From Pulitzer Prize-finalist Steven Nadler, an engaging guide to what Spinoza can teach us about life’s big questions In 1656, after being excommunicated from Amsterdam’s Portuguese-Jewish community for “abominable heresies” and “monstrous deeds,” the young Baruch Spinoza abandoned his family’s import business to dedicate his life to philosophy. He quickly became notorious across Europe for his views on God, the Bible, and miracles, as well as for his uncompromising defense of free thought. Yet the radicalism of Spinoza’s views has long (...) obscured that his primary reason for turning to philosophy was to answer one of humanity’s most urgent questions: How can we lead a good life and enjoy happiness in a world without a providential God? In Think Least of Death, Pulitzer Prize–finalist Steven Nadler connects Spinoza’s ideas with his life and times to offer a compelling account of how the philosopher can provide a guide to living one’s best life. In the Ethics, Spinoza presents his vision of the ideal human being, the “free person” who, motivated by reason, lives a life of joy devoted to what is most important—improving oneself and others. Untroubled by passions such as hate, greed, and envy, free people treat others with benevolence, justice, and charity. Focusing on the rewards of goodness, they enjoy the pleasures of this world, but in moderation. “The free person thinks least of all of death,” Spinoza writes, “and his wisdom is a meditation not on death but on life." An unmatched introduction to Spinoza’s moral philosophy, Think Least of Death shows how his ideas still provide valuable insights about how to live today. (shrink)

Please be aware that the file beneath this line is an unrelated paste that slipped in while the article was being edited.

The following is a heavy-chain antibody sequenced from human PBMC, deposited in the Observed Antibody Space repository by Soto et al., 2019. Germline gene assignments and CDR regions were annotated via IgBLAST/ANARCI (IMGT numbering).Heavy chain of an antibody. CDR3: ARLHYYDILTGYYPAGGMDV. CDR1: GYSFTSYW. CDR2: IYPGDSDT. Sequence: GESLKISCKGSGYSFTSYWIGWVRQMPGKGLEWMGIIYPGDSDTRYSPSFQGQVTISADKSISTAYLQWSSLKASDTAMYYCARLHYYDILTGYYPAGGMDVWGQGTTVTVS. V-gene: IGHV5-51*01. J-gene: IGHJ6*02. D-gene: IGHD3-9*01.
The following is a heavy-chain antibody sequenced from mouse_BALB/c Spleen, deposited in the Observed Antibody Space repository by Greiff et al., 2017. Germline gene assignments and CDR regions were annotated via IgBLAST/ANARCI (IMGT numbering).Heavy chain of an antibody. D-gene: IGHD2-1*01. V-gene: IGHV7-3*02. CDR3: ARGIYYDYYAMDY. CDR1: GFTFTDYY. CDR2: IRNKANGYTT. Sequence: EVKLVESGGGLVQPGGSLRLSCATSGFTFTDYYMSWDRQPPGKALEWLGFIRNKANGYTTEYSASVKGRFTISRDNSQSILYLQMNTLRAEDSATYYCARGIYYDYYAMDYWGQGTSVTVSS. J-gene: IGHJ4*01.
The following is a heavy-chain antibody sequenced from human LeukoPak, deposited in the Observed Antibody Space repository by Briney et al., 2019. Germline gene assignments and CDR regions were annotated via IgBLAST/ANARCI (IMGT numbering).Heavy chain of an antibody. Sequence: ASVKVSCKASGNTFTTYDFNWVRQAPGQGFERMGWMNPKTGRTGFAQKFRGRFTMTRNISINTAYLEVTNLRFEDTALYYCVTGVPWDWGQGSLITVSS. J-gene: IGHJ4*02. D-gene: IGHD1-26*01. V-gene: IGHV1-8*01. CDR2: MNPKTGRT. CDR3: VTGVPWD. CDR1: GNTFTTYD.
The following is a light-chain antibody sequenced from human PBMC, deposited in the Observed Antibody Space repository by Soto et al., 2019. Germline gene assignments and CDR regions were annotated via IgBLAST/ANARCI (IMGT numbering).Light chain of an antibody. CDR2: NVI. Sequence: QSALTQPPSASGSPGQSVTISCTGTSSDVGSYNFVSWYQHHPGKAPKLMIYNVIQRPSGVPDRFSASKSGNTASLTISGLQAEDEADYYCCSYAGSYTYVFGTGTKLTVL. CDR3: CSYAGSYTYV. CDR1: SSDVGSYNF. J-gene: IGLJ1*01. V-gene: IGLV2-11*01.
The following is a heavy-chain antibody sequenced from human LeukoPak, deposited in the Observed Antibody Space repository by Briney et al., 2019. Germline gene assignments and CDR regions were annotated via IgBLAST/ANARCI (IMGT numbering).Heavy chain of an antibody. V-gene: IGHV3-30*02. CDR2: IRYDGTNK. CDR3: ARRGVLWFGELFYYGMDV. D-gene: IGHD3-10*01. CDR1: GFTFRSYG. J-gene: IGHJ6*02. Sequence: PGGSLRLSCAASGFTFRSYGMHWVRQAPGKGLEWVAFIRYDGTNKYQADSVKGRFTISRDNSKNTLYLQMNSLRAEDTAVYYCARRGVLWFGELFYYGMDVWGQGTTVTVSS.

Although largely neglected in Schelling scholarship, the concept of bliss assumes central importance throughout Schelling’s oeuvre. Focusing on his 1810–11 texts, the Stuttgart Seminars and the beginning of the Ages of the World, this paper traces the logic of bliss, in its connection with other key concepts such as indifference, the world or the system, at a crucial point in Schelling’s thinking. Bliss is shown, at once, to mark the zero point of the developmental narrative that Schelling constructs here and (...) to interrupt it at every step. As a result, bliss emerges here in its real utopian force but also its all-too-real ambivalence, indifference, and even violence, despite Schelling’s best efforts to theorize it as ‘love’; and Schelling himself emerges, in these texts, as one of modernity’s foremost thinkers not just of nature or freedom, but also of bliss in its modern afterlives. At stake in Schelling’s conception of bliss, I argue, is the very relationship between history and eternity, the not-yet and the already-here, the present, and the eschatological—as well as between Spinozian immanence and the Christian temporality of salvation, so important for modernity —not to mention the complex entanglement of indifference, violence, and love or the ideas of totality, nonproductivity, and nonrelation that Schellingian bliss involves. (shrink)